The Obama administration’s decision on Wednesday to seek review of a lower court’s ruling on the constitutionality of its signature health-care program almost guarantees a Supreme Court decision by next June. And the administration is predicting victory.
“We believe the challenges to Affordable Care Act . . . will ultimately fail and that the Supreme Court will uphold the law,” the administration said in a statement.
So, does the president have the requisite five votes to prevail? I think so — and maybe more.
Prognosticating what the justices will do is always risky business, but here goes. (Sprinkle grain of salt here.)
The four more liberal justices on the court — Ruth Bader Ginsburg, Stephen Breyer and Obama appointees Sonia Sotomayor and Elena Kagan — should have no trouble reading the Constitution as bestowing broad powers on the federal government to regulate all manner of commerce. Although the court in recent years has pinched back congressional efforts to use the Commerce Clause to promulgate laws prohibiting guns near schools and those targeting violence against women, these were clearly non-commercial activities and quite different from the health-care law and its regulation of the medical insurance marketplace. Stronger and more directly applicable precedents remain, in which the court blessed the government’s regulation of wheat and marijuana production because these activities had an impact on interstate commerce.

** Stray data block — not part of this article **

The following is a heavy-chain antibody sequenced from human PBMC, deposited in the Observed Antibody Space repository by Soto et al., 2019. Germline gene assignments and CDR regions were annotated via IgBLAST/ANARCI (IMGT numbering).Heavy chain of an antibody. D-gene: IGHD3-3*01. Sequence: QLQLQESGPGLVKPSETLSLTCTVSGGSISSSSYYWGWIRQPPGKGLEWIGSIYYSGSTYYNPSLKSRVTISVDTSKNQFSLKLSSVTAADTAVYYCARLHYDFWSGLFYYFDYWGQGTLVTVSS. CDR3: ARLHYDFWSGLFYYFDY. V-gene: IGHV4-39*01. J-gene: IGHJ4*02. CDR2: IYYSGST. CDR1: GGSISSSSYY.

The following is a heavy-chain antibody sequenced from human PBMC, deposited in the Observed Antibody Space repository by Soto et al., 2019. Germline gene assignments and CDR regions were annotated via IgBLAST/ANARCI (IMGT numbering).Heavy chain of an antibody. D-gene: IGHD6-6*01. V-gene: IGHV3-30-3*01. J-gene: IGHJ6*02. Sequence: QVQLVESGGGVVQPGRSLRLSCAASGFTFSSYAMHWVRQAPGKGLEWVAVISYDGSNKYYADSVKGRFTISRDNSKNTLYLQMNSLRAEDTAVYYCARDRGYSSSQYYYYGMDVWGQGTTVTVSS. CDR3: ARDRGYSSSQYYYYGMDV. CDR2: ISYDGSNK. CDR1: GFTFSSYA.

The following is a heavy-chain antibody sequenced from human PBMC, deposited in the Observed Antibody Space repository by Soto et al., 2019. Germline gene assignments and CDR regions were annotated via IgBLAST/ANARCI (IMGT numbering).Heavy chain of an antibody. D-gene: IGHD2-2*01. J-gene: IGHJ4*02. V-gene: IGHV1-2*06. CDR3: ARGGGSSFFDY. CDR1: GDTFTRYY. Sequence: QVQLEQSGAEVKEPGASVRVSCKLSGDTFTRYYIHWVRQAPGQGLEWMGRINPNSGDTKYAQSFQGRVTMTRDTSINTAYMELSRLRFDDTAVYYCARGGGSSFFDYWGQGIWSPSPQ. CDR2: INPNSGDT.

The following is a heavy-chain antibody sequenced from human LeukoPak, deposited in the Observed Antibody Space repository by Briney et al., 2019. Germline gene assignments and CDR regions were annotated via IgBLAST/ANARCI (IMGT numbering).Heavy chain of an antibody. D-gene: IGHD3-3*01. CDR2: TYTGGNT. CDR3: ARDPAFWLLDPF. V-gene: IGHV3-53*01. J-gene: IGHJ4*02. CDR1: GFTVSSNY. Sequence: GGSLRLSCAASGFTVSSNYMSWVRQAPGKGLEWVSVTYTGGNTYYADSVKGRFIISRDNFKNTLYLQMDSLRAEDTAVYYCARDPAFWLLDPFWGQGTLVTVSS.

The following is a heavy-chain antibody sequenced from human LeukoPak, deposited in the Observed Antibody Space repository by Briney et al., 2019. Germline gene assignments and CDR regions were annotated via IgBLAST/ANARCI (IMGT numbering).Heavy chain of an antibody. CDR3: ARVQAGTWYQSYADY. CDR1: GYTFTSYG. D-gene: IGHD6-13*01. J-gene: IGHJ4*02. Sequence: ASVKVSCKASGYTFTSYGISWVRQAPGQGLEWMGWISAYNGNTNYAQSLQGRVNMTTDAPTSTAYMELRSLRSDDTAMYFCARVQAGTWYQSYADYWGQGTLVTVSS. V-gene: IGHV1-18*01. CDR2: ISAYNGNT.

The marijuana case (known formally as Gonzales v. Raich) may be particularly important because two of the more conservative justices — Antonin Scalia and Anthony Kennedy — joined with their more liberal colleagues to uphold the law under the government’s Commerce Clause powers.
Chief Justice John G. Roberts Jr. and Samuel A. Alito — both George W. Bush appointees — shouldn’t be counted out either. Roberts and Alito joined an opinion in 2010 that recognized the government’s “broad authority” to enact a civil detention scheme for sexual predators under a different constitutional provision. This provision allows federal lawmakers “to make all laws which shall be necessary and proper” to uphold the powers assigned to Congress — including the power to regulate interstate commerce.
Clarence Thomas is the only member of the court to have heard the marijuana and the sexual predator cases and voted against the government both times.